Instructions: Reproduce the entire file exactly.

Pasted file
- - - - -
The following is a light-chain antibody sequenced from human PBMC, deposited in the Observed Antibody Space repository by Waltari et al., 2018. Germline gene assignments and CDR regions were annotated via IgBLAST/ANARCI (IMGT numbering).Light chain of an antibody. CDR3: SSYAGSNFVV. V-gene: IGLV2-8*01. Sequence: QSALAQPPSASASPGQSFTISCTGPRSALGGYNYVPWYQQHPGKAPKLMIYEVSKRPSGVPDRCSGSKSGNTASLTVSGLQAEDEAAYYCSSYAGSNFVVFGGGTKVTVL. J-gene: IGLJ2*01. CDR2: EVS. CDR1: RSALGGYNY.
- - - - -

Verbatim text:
The following is a light-chain antibody sequenced from human PBMC, deposited in the Observed Antibody Space repository by Waltari et al., 2018. Germline gene assignments and CDR regions were annotated via IgBLAST/ANARCI (IMGT numbering).Light chain of an antibody. CDR3: SSYAGSNFVV. V-gene: IGLV2-8*01. Sequence: QSALAQPPSASASPGQSFTISCTGPRSALGGYNYVPWYQQHPGKAPKLMIYEVSKRPSGVPDRCSGSKSGNTASLTVSGLQAEDEAAYYCSSYAGSNFVVFGGGTKVTVL. J-gene: IGLJ2*01. CDR2: EVS. CDR1: RSALGGYNY.